Produce a culture driven by inspiration and integrity
I was going through Customs while traveling to Toronto. There was a delay, so the Customs Officer decided to tell me a funny story. One day a man came through with his young son. The officer asked the man if he had anything to declare. The man said no with a suspicious look on his face. So the officer followed with, “Do you have any cigarettes to declare?” The man said no. “Any alcohol?” The man said no. “Camera, film, anything like that?” Again, the man said no. At that point, the man’s son shouted enthusiastically, “But he’s getting warmer, huh, Daddy!”
There is still nothing like honesty and integrity. Material handling equipment distributors live in a world that talks about image, image, image, but it is integrity, integrity, integrity that makes great leadership. Someone once said, “The best leaders manage not by the excellence of their credentials, but by the excellence of their character.”
In Stuart Crainer’s book The 75 Greatest Management Decisions Ever Made, he tells the story of Malden Mills, which is a perfect example of excellent character. In an age of diminishing loyalty and relentless downsizing, it stood for traditional corporate values. Loyal employees worked alongside trusting management. Customer retention and employee retention both registered a staggering 95 percent. The company, based in Lawrence, Massachusetts, had remained steadfastly-some said foolishly-loyal to its home base. Then, on December 11, 1995, a fire ripped through the company’s factories, leaving more than a dozen people hospitalized and the company, it seemed, in ruins.
Malden Mills chief Aaron Feuerstein, the grandson of the company’s founder, immediately announced that even with no production capacity and no immediate hope of producing anything, he would continue to pay the company’s 2,400 employees and pay their health insurance. It was estimated that paying employees for 90 days and their health care for 180 days cost Feuerstein $10 million. His decision appeared to be bad business at the time, even though it was highly moral.
In the end, Malden Mills was back to virtually full capacity within 90 days. A total of $15 million was invested in a new infrastructure. The committed and grateful workforce performed so well that productivity and quality shot up. Before the fire, 6 to 7 percent of the company’s production was “off- quality”; that number was reduced to 2 percent after the fire. Feuerstein said the company’s employees paid him back nearly tenfold. Feuerstein’s act was one of loyalty, honesty and morality. Old school thoughts are still relevant in today’s world.
Stages of Change
Modern day demands often cloud the most important issues in our lives. As we inevitably lose perspective, we tend to sabotage our success and compromise our passion. Too often we sit on life’s sidelines, benched by our own fears. Reaching dreams requires us to step away from our fears, embrace change and move toward our goals. All require excellence of character. Dr. Cynthia Scott has described four stages of change: denial, resistance, exploration and commitment.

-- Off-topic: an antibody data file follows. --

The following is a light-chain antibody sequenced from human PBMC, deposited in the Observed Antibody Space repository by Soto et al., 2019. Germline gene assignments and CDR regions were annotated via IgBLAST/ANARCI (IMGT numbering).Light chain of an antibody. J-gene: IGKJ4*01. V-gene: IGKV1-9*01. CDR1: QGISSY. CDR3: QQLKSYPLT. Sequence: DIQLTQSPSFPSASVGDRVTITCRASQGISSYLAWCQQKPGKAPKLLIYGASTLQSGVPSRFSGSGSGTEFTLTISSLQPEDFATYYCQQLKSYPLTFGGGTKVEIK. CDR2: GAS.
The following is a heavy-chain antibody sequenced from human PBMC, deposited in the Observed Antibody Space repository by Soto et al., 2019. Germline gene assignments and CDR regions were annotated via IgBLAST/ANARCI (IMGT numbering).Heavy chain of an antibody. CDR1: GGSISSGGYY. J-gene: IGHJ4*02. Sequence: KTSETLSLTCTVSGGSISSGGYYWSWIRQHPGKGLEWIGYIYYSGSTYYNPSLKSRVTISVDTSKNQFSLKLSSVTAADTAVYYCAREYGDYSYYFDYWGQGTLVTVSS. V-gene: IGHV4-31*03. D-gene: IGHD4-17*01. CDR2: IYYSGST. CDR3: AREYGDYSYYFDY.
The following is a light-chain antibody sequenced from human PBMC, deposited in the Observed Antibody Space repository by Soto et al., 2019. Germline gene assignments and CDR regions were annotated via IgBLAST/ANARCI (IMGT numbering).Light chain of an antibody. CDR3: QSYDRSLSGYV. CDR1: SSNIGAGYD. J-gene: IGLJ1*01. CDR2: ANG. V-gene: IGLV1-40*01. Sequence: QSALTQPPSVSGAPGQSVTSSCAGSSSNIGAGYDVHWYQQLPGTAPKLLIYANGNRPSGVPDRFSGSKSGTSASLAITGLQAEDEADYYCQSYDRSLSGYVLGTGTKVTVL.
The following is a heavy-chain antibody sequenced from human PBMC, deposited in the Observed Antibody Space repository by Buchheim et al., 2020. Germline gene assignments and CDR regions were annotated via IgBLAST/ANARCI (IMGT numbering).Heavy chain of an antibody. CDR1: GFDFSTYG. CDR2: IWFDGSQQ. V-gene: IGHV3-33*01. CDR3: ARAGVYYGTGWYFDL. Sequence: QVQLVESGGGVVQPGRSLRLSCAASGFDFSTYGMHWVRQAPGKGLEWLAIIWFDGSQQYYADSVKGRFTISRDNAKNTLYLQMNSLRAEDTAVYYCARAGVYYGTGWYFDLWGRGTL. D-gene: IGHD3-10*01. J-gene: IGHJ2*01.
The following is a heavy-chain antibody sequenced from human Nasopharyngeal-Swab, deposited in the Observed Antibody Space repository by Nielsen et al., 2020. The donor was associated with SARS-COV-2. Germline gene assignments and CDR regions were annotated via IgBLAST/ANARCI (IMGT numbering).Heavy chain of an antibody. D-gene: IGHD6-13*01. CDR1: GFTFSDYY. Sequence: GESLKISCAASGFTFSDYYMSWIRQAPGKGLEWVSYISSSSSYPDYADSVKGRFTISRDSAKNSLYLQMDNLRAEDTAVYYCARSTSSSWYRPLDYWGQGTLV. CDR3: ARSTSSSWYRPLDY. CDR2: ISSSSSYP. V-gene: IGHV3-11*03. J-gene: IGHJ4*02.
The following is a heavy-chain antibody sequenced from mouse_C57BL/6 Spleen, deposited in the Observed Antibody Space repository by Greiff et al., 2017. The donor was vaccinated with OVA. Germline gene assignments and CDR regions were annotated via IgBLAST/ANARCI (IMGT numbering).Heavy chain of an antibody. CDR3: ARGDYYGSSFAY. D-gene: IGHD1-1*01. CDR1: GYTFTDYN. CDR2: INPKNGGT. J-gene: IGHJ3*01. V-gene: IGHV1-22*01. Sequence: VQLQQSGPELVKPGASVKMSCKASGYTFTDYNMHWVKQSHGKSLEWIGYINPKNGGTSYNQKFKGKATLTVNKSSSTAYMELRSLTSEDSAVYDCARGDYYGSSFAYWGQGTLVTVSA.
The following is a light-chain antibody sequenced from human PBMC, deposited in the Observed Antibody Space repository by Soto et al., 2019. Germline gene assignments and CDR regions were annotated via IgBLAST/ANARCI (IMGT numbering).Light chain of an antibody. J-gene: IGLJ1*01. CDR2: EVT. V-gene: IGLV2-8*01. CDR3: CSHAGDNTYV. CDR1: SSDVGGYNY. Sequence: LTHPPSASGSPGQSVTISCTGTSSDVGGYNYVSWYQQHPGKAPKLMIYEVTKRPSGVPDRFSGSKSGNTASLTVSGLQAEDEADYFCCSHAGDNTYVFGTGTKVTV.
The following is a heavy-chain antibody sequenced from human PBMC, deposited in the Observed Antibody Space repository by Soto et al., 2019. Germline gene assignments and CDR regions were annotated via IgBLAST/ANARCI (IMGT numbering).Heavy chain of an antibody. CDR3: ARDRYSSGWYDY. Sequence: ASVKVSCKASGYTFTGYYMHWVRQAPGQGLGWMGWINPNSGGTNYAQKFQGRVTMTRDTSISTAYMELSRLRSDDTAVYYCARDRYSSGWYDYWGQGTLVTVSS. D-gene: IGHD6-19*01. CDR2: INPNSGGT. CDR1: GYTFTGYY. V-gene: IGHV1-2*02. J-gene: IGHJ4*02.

Resistance to change is universal. For example, people believed for centuries that Aristotle was right when he said that heavier objects would fall to earth faster. Aristotle was regarded as the greatest thinker of all time, and surely he could not be wrong. All it would have taken was for one brave person to take two objects, one heavy and one light, and drop them from a great height to see which one landed first. But no one stepped forward until nearly 2,000 years after Aristotle’s death. In 1589, Galileo summoned learned professors to the base of the Leaning Tower of Pisa. He went to the top and pushed off two weights, one ten pounds and the other one pound. Both landed at the same time. But the power of belief in the conventional wisdom was so strong that the professors denied what they had seen. They continued to say Aristotle was right.
Change has always been about perspective-how we see ourselves, our friends, our family, our coworkers and the world around us. The Ohio State University did a study and found 50 reasons why people lose their jobs. The first 15 reasons had nothing to do with job skills or expertise. They all were about attitudes and the ability to get along with other people. Like it or not, leaders create atmosphere: helping employees hit the target, meet their goals and stay on line. People aren’t burned out on their jobs. They’re burned out on the atmosphere in which they work.
In the 1980s, I worked for a hunger agency called World Relief. I visited a hospital in Calcutta, India, which was run by an extraordinary leader, Mother Teresa. She was humble but had a powerful presence. The two most important requirements she demanded from her staff were a joyful attitude and a loving commitment to those they served.
Today’s leaders, including those in the material handling industry, need to produce an environment driven by inspiration, commitment, loyalty, integrity and joy-filled passion. Albert Schweitzer once said, “Sometimes your light goes out, and sometimes your light is blown into flame again by an encounter with another human being. Each of us owes the deepest thanks to those who have rekindled this inner light.”
|Meet the Author
John Cassis is president of The Cassis Group, located in Debary, Florida, and on the Web at www.johncassis.com.